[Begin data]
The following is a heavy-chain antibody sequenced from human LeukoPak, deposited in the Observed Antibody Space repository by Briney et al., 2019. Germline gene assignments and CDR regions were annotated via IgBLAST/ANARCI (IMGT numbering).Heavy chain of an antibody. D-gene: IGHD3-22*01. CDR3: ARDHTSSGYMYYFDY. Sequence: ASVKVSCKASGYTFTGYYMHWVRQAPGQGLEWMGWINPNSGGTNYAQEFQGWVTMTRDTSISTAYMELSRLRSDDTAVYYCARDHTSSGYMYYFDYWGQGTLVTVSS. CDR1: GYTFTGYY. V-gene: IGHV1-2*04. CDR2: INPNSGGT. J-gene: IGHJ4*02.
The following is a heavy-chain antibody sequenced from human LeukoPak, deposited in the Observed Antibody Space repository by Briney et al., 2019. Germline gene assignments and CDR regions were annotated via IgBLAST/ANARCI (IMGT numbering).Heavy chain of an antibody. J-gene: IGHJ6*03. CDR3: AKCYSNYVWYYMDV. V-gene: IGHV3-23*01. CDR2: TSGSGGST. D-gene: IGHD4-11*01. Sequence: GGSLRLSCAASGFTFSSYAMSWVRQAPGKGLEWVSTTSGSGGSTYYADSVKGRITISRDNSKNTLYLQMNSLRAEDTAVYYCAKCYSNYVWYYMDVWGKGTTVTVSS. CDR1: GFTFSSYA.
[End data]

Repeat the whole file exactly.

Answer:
The following is a heavy-chain antibody sequenced from human LeukoPak, deposited in the Observed Antibody Space repository by Briney et al., 2019. Germline gene assignments and CDR regions were annotated via IgBLAST/ANARCI (IMGT numbering).Heavy chain of an antibody. D-gene: IGHD3-22*01. CDR3: ARDHTSSGYMYYFDY. Sequence: ASVKVSCKASGYTFTGYYMHWVRQAPGQGLEWMGWINPNSGGTNYAQEFQGWVTMTRDTSISTAYMELSRLRSDDTAVYYCARDHTSSGYMYYFDYWGQGTLVTVSS. CDR1: GYTFTGYY. V-gene: IGHV1-2*04. CDR2: INPNSGGT. J-gene: IGHJ4*02.
The following is a heavy-chain antibody sequenced from human LeukoPak, deposited in the Observed Antibody Space repository by Briney et al., 2019. Germline gene assignments and CDR regions were annotated via IgBLAST/ANARCI (IMGT numbering).Heavy chain of an antibody. J-gene: IGHJ6*03. CDR3: AKCYSNYVWYYMDV. V-gene: IGHV3-23*01. CDR2: TSGSGGST. D-gene: IGHD4-11*01. Sequence: GGSLRLSCAASGFTFSSYAMSWVRQAPGKGLEWVSTTSGSGGSTYYADSVKGRITISRDNSKNTLYLQMNSLRAEDTAVYYCAKCYSNYVWYYMDVWGKGTTVTVSS. CDR1: GFTFSSYA.